Park Game Changer

Goodbye golf, hello world class greenspace? Houston Botanical Garden plans speed forward with land secured

Goodbye golf, hello world class greenspace? Botanical Garden on tap

Glenbrook Golf Course Houston sign
Promoters of the Houston Botanic Garden now have a long-term lease to possibly establish the center on the site of Glenbrook Golf Course. Friends of Glenbrook Park & Golf Course/Facebook

A botanical garden could sprout on the site of one of Houston's seven municipal golf courses.

Houston City Council's approved a contract with the Houston Botanic Garden for a 30-year lease of the Glenbrook Golf Course property, a 120-acre tract of public land in southeast Houston just outside the 610 Loop in the area between downtown and Hobby Airport. The organization must meet a $20 million fundraising goal by the end of 2017 to take control of the property. After that, the agreement includes provisions for two 30-year renewal options.

 Cost estimates for the nature center are now estimated at about $40 million for "Phase I," with other phases to come as the garden "grows." 

"We are very grateful to the mayor and city council for this opportunity," Jeff Ross, president of Houston Botanic Garden, the nonprofit dedicated to establishing a premier botanic garden in Houston, said in a statement. "Now that we have a site, we can move forward with the master planning process and with our outreach to the philanthropic community."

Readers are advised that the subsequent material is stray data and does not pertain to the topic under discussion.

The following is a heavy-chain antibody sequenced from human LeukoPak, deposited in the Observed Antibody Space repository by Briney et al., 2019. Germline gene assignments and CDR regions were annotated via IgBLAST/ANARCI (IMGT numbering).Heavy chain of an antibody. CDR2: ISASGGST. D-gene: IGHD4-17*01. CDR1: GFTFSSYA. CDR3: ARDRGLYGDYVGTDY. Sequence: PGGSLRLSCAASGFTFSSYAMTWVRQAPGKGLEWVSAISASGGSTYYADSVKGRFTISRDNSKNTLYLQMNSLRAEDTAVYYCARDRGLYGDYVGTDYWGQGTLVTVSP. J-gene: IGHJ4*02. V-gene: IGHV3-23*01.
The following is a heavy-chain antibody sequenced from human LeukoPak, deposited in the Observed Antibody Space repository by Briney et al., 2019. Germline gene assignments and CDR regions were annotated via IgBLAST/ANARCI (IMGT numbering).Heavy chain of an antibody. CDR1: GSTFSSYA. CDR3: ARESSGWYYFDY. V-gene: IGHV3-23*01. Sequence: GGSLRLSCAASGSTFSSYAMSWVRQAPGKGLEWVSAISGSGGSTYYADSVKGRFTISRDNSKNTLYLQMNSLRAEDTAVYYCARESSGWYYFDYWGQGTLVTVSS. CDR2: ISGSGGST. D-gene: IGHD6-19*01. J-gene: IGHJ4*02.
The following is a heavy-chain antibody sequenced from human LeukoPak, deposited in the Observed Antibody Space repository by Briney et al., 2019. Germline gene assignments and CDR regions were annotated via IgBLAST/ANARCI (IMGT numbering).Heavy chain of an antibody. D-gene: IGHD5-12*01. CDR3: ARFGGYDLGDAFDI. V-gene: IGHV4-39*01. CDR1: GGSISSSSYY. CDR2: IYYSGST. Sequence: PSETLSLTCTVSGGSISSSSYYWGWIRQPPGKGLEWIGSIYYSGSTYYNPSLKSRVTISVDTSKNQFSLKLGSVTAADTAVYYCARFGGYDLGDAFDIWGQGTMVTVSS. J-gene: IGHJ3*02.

Cost estimates for the nature center are now estimated at about $40 million for "Phase I," with other phases to come as the garden "grows."

Ross said his organization is now conducting a national search to select the landscape architectural firm to create the master plan for the garden. Houston Botanic Garden directors will also seeking input from residents in the communities near the garden site and a variety of other stakeholders. 

Glenbrook Golf Course opened in 1924 with nine sand greens as Rio Rita Country Club. The city later acquired the property and established it as an 18-hole municipal course. The course is still owned by the city but is operated by Lopez Golf Management.

Glenbrook Golf Course is bisected by the now-expanded Sims Bayou, while the original channel serves as the northern boundary. These waterways, along with the abundance of trees on the site, offer "opportunities for special design elements as well as a variety of educational opportunities about the local ecosystem," Ross said.

"A botanic garden will add significantly to the quality of life for all Houstonians, especially our school children," Nancy Abendshein, chairman of the Houston Botanic Garden board, said. "We will create an educational and cultural experience that will delight and enrich everyone who visits."

While Houston has many beautiful gardens and green spaces, Abendshein said a botanic garden is unique in that its emphasis on education, conservation and scientific research in addition to beautiful plant displays.

"Botanic gardens are plant collections that celebrate natural beauty while increasing our knowledge of the natural world," she said.

In related news, city council members also approved a 30-year lease with the Houston Golf Association for the historic Gus Wortham Park Golf Course. The organization plans to raise up to $15 toward the restoration and renovation of this property. City leaders stipulated the association must meet a $5 million goal by the end of the year to retain the lease.

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